Our son, Nissim Shalom, recently became a bar mitzvah, and it is a living reminder for us of our family’s remarkable and ancient history. According to Jewish law, a Jewish boy reaching the age of 13 becomes a bar mitzvah and is responsible for assuming the mitzvot of Jewish adulthood. (A girl becomes a bat mitzvah at the age of 12.) Once a bar mitzvah, a person may be counted in a minyan (prayer quorum) and may lead religious services in the family and the community.
The bar mitzvah age was selected because it roughly coincides with physical puberty (Talmud Niddah, 45b). Prior to a child becoming a bar mitzvah, the child’s parents are responsible for the child’s actions, but b’nai mitzvah bear responsibility for their own actions with respect to Jewish ritual law, ethics and tradition and are able to participate in all areas of Jewish community life.
Upon a boy’s becoming a bar mitzvah, a celebration is made in his honour. The current scale of celebrations is much greater than it used to be in the mellah, or shtetl, of the old countries. In the past, this rite of passage was a joyous matter of course for every Jewish child without exception. In more recent times, however, this milestone is unfortunately not as absolute as it once was. Hence, we celebrate the occasion with more ostentation to highlight the cherished continuity of our heritage.
In the Moroccan community, we have many unique customs.
On the eve of the celebration, the bar mitzvah gets a haircut in the presence of his family and, as in every Moroccan celebration, traditional henna is put on his hand. On the celebratory day, it is customary for the family to help the bar mitzvah boy don tallit and tefillin, thereby showing him how dear this mitzvah is.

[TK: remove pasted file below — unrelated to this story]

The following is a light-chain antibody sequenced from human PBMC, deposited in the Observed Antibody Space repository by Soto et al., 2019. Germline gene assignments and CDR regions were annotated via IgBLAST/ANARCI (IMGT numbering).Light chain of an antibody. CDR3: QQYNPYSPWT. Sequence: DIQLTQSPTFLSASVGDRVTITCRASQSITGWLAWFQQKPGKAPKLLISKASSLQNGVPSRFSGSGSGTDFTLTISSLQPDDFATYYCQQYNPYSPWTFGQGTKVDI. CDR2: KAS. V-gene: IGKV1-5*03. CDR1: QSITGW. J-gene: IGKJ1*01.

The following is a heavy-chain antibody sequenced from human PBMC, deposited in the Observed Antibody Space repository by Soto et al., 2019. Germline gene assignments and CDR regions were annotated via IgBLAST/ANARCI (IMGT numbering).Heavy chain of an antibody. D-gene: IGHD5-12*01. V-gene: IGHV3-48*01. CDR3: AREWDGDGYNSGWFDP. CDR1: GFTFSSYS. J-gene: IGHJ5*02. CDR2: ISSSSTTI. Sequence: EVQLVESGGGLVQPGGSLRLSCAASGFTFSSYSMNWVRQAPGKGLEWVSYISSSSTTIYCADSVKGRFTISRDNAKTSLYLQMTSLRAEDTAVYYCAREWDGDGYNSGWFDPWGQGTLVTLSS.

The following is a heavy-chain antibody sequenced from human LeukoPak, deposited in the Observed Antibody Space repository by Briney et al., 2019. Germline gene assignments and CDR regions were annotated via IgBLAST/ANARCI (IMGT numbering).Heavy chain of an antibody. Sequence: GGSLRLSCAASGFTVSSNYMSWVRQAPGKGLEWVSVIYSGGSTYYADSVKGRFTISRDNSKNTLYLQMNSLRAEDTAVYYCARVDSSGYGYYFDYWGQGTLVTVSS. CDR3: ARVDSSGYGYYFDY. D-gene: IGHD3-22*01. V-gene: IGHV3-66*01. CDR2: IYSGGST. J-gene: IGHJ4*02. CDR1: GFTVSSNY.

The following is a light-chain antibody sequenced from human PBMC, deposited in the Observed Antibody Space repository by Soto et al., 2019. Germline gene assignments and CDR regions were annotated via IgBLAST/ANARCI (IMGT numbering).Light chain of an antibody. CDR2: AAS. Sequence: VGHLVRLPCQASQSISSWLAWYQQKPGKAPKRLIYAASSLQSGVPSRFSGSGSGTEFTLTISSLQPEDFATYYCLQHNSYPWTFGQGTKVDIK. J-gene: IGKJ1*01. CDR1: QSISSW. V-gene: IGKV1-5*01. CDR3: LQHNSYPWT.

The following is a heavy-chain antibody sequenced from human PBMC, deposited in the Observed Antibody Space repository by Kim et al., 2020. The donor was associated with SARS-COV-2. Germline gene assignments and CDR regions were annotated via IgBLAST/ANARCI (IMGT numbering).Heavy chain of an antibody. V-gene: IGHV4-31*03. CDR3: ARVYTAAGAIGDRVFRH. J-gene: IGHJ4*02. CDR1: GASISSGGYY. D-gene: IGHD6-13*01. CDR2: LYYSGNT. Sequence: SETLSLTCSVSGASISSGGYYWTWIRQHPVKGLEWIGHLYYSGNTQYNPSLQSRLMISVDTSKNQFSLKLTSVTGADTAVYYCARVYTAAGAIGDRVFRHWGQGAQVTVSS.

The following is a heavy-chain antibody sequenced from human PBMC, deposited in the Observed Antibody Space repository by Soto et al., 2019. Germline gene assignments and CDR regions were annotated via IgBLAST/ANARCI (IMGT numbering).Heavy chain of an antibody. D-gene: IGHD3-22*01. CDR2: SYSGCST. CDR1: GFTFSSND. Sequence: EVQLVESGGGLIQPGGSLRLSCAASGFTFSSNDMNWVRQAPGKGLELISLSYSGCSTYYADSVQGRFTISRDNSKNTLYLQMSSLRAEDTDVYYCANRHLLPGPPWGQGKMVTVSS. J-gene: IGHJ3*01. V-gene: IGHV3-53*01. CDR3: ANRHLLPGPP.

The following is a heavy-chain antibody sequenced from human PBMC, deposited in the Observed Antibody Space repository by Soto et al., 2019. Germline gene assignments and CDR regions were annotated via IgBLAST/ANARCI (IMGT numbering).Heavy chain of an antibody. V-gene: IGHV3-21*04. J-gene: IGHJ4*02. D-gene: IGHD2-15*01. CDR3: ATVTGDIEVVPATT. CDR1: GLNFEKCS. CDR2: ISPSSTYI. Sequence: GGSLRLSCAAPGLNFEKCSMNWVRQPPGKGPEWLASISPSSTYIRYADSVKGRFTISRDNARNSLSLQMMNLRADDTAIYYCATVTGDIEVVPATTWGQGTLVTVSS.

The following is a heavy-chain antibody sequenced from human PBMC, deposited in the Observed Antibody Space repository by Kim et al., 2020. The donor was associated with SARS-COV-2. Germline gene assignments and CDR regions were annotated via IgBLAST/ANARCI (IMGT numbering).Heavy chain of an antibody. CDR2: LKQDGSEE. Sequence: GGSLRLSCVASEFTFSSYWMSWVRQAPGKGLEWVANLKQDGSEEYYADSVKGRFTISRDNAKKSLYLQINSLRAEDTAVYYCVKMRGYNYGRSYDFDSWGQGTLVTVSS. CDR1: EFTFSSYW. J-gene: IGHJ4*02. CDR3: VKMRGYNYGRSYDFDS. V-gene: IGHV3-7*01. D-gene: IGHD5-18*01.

Many in the Moroccan community had the custom of taking the boy to a mikvah, stressing the idea of purity and holiness. Some had the custom of snatching the tefillin from the boy, so that the father would be obliged to redeem them with money, thereby demonstrating their importance.
When the bar mitzvah is called to the Torah, it is customary for the women to ululate “lulululu.” This custom originates from a kabbalistic source stating that, in every holy and happy occasion, the evil inclination (yetzer harah) is challenged to act. Thus, the women scream out in order to confuse and to chase away the yetzer harah.
It is hardly an exaggeration to say that the future of the Jewish people depends in large measure upon the bar (and bat) mitzvah event. Education, and particularly education of our young, has been and remains the means by which we continue to thrive, to exist, to ensure the future of Klal Israel. Is it any wonder that we celebrate with such gusto, as families and communities, this uniquely Jewish simchah by which we renew ourselves and our time in Jewish history?
Rabbi Ilan Acoca is a veteran rabbi and educator. He is the rabbi emeritus of Vancouver’s Congregation Beth Hamidrash and currently serves as the rabbi of the Sephardic Congregation of Fort Lee-Bet Yosef, in Fort Lee, N.J., and rav beit hasefer of Yeshivat Ben Porat Yosef, in Paramus, N.J. He is the writer of the book The Sephardic Book of Why and has written hundreds of articles on various topics for different publications.